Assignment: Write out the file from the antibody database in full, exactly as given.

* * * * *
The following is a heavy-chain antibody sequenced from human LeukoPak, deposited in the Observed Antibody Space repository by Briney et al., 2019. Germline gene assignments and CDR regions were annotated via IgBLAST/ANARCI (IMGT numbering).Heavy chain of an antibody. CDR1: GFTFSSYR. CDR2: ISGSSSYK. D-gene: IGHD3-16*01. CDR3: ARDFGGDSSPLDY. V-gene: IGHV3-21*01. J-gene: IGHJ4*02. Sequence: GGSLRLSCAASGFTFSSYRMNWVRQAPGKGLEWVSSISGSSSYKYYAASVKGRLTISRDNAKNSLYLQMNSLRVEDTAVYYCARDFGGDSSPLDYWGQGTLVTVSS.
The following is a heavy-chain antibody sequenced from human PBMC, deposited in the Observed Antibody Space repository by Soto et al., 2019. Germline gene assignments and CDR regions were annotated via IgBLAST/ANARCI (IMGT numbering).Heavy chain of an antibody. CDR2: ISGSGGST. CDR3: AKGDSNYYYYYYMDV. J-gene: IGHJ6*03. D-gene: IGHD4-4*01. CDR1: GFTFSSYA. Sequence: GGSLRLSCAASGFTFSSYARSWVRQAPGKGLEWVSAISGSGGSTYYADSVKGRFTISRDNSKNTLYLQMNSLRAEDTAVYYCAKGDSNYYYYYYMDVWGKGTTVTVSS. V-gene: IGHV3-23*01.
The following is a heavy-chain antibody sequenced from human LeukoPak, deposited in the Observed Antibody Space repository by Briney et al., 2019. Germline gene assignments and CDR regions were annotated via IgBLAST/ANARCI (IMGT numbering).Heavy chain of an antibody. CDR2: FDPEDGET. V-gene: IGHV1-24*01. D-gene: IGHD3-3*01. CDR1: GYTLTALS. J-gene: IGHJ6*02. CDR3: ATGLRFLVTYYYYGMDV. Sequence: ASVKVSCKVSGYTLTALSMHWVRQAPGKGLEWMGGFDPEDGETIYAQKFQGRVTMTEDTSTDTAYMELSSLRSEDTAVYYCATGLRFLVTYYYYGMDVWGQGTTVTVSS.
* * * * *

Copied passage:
The following is a heavy-chain antibody sequenced from human LeukoPak, deposited in the Observed Antibody Space repository by Briney et al., 2019. Germline gene assignments and CDR regions were annotated via IgBLAST/ANARCI (IMGT numbering).Heavy chain of an antibody. CDR1: GFTFSSYR. CDR2: ISGSSSYK. D-gene: IGHD3-16*01. CDR3: ARDFGGDSSPLDY. V-gene: IGHV3-21*01. J-gene: IGHJ4*02. Sequence: GGSLRLSCAASGFTFSSYRMNWVRQAPGKGLEWVSSISGSSSYKYYAASVKGRLTISRDNAKNSLYLQMNSLRVEDTAVYYCARDFGGDSSPLDYWGQGTLVTVSS.
The following is a heavy-chain antibody sequenced from human PBMC, deposited in the Observed Antibody Space repository by Soto et al., 2019. Germline gene assignments and CDR regions were annotated via IgBLAST/ANARCI (IMGT numbering).Heavy chain of an antibody. CDR2: ISGSGGST. CDR3: AKGDSNYYYYYYMDV. J-gene: IGHJ6*03. D-gene: IGHD4-4*01. CDR1: GFTFSSYA. Sequence: GGSLRLSCAASGFTFSSYARSWVRQAPGKGLEWVSAISGSGGSTYYADSVKGRFTISRDNSKNTLYLQMNSLRAEDTAVYYCAKGDSNYYYYYYMDVWGKGTTVTVSS. V-gene: IGHV3-23*01.
The following is a heavy-chain antibody sequenced from human LeukoPak, deposited in the Observed Antibody Space repository by Briney et al., 2019. Germline gene assignments and CDR regions were annotated via IgBLAST/ANARCI (IMGT numbering).Heavy chain of an antibody. CDR2: FDPEDGET. V-gene: IGHV1-24*01. D-gene: IGHD3-3*01. CDR1: GYTLTALS. J-gene: IGHJ6*02. CDR3: ATGLRFLVTYYYYGMDV. Sequence: ASVKVSCKVSGYTLTALSMHWVRQAPGKGLEWMGGFDPEDGETIYAQKFQGRVTMTEDTSTDTAYMELSSLRSEDTAVYYCATGLRFLVTYYYYGMDVWGQGTTVTVSS.